“They’re having to offer more discounts to clear the backlog, and making matters worse, consumer demand for discretionary goods is falling,” he said.

    That threatens to be the story for the holiday quarter at many retailers, according to Fitch Senior Director David Silverman.

    “The holiday season, already well underway with the ‘official’ kickoff next week on Black Friday, will likely be characterized by greater markdown activity than last year despite these good trends, given many retailers were overly optimistic about 2022 trends and have excess inventory to clear over the next few months,” Silverman said in emailed comments.

  • September 2022Total monthly sales: $218.44B

    Despite stubbornly high prices and their late-pandemic preference for spending on dining out, travel and events, consumers continued to shop in September, pushing retail sales up 7.1% year over year among the segments followed by Retail Dive, according to U.S. Commerce Department numbers released Friday.

    E-commerce and other non-store sales rose 11.5% compared to September last year, reflecting some early holiday spending, analysts said.

    “Ongoing inflation still hasn’t materially slowed down consumer spending,” Fitch Senior Director David Silverman said in emailed comments. “This result implies flattish volume comping against very strong growth in 2021 and despite inflation concerns and spending shifts to services like travel and entertainment.”

    That is, due to inflation, consumers continue to spend more but get less, according to Bankrate Senior Industry Analyst Ted Rossman. Among the best performers were apparel retailers, where sales rose 4.5%, though volumes were down even in that category, according to GlobalData research.

    “To be fair, the decline in volumes is not severe but it is representative of an economy that is tightening and of a shopper that is becoming more discerning and cautious about what they buy,” GlobalData Managing Director Neil Saunders said in emailed comments.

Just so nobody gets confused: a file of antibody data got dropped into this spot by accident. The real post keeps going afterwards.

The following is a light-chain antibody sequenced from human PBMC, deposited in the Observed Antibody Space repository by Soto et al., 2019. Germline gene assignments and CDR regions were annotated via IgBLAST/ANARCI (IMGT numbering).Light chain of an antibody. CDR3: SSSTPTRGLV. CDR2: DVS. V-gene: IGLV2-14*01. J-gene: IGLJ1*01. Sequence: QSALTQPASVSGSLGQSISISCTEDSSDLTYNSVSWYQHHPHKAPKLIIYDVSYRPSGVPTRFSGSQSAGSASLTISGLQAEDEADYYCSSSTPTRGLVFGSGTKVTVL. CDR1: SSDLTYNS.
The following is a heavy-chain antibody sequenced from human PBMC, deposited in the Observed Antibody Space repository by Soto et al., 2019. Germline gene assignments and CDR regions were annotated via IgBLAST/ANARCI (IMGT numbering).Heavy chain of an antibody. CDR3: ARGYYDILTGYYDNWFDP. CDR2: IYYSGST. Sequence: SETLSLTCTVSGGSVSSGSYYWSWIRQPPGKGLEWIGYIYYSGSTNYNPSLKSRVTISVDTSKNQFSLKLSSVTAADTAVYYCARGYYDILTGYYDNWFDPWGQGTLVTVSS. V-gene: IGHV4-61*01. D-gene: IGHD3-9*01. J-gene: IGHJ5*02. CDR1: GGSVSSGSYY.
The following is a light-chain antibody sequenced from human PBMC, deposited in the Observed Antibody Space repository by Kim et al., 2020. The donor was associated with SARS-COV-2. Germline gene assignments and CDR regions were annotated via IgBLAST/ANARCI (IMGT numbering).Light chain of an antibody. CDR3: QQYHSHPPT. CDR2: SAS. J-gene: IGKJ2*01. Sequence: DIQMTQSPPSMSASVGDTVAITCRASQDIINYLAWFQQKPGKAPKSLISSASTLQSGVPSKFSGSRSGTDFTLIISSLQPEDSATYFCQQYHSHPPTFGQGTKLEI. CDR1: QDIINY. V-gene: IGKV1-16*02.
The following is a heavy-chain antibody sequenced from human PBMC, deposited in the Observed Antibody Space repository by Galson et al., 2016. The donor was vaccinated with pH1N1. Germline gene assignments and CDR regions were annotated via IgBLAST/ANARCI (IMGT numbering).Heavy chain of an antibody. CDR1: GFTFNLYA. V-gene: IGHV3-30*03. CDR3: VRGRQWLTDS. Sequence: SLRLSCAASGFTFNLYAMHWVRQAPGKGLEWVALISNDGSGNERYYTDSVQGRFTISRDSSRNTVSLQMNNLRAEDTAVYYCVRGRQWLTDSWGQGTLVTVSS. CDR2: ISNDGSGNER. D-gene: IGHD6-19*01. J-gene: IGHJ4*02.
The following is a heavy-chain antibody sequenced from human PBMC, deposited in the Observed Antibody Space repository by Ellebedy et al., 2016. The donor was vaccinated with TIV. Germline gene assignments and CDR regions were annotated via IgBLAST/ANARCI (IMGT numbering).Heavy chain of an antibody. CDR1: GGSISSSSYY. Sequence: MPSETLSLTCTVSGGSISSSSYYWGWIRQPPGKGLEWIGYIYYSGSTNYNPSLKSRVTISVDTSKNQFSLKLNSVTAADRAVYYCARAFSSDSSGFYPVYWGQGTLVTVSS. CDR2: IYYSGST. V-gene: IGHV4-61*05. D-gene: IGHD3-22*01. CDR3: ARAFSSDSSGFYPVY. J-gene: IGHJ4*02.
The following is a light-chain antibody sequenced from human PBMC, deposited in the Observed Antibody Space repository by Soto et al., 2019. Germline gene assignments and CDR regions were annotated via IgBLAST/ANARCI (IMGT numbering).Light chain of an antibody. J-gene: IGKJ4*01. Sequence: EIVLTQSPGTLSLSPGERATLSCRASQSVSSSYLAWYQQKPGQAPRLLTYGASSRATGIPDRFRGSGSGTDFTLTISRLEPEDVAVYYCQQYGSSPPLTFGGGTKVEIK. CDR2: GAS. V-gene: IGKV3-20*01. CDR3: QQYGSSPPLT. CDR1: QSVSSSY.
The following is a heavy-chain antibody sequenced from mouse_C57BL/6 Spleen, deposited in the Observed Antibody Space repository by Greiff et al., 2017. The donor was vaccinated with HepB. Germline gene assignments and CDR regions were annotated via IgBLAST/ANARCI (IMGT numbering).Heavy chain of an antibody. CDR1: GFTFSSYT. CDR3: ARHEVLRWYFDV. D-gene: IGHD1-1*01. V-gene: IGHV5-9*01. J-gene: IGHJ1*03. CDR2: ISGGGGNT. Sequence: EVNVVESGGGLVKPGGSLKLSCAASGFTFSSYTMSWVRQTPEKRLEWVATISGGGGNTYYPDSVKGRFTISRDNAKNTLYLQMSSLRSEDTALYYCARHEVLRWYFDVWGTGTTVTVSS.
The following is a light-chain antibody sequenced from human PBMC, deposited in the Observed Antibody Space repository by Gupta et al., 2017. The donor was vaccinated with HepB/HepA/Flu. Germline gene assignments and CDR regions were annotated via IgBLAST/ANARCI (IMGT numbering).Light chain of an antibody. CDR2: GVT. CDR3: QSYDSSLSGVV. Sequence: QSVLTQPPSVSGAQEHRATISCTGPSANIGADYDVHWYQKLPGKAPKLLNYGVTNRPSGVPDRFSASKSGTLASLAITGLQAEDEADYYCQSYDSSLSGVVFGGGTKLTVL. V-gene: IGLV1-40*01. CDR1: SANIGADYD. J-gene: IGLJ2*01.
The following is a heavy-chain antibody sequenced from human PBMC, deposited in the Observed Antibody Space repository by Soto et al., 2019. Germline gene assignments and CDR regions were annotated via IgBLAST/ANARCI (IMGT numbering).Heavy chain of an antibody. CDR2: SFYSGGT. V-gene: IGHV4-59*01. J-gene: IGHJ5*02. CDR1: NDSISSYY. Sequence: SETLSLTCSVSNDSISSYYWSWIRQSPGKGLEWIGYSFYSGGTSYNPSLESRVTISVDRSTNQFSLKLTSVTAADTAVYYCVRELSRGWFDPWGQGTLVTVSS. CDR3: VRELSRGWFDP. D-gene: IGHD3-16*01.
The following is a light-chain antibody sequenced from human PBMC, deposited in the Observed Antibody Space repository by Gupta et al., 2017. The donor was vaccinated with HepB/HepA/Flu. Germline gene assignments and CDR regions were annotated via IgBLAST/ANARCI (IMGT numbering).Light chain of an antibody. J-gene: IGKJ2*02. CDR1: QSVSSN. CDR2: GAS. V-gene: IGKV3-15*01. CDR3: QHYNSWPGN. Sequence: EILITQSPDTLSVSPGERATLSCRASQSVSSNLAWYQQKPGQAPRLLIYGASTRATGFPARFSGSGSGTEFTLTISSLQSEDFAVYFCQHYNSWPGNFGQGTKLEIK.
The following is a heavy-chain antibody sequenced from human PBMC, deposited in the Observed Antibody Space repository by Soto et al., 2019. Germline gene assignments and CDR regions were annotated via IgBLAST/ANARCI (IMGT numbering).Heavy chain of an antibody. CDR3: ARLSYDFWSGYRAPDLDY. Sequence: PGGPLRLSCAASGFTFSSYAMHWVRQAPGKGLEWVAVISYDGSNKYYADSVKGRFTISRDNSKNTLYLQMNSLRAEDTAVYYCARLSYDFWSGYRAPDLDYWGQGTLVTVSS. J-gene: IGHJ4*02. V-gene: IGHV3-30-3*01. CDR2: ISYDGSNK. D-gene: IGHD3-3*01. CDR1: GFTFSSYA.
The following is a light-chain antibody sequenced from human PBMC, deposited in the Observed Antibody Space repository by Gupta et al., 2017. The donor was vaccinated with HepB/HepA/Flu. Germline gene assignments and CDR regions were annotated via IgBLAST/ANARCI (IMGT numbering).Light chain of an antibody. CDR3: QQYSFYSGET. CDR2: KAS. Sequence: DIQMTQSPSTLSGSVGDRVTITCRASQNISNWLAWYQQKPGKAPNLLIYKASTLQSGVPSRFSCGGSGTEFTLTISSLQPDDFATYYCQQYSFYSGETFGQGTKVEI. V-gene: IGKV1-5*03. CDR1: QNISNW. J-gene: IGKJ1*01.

Department stores, whose 1.9% rise “lagged inflation by a wide margin,” per Bankrate, didn’t benefit much from the strength in apparel.

    “Excess inventory, tired in-store experiences and changing consumer preferences are all weighing on these sellers,” Bankrate’s Rossman said in emailed comments.

    Electronics sales plummeted nearly 9%, and a tepid 1.5% rise in home goods sales reflects larger volume declines. Sporting goods retailers and general merchandise stores each saw sales rise 4.8%. The numbers show that inflation is taking a toll on the consumer just as the holidays approach, Saunders said.

    “The thing about the numbers across almost all categories is that, while they look OK on the surface, there are various underlying trends that suggest something less favorable is occurring,” he said. “This also applies to the overall headline figure, which is now being held up by a combination of whittling down savings, taking on more credit card debt, and more affluent consumers reluctantly absorbing the cost increases. Few of these things are truly sustainable over the longer term.”

  • August 2022Total monthly sales: $231.31B

    For the segments followed by Retail Dive, August retail sales rose 6.9% year over year, according to numbers released Thursday by the U.S. Department of Commerce, as e-commerce rose 12.3%.

    The result may be as good as could be expected, given that inflation has remained stubbornly high at 8.3%, according to government data released earlier this week.

    “Retailers would probably like to be growing more, especially relative to inflation, but I’m not sure they could realistically hope for much more,” Bankrate Senior Industry Analyst Ted Rossman said in emailed comments. “Consumer spending habits are changing as the pandemic continues to recede and inflation remains high. Even if growth is a bit slower, it’s still growth.”

    Home goods and furniture sales rose less than 1% year over year and electronics sales fell 5.2%, while apparel sales rose 3.7%, department store sales rose 1.2%, general store sales rose 3.2% and sporting goods sales rose 7.1%, according to the Commerce Department report.

    While year over year, most segments eked out sales increases, inflation likely masked some volume declines, as in apparel, though GlobalData recorded volume growth across several categories reflecting the “best pace of expansion since the start of the year,” according to a Thursday research note.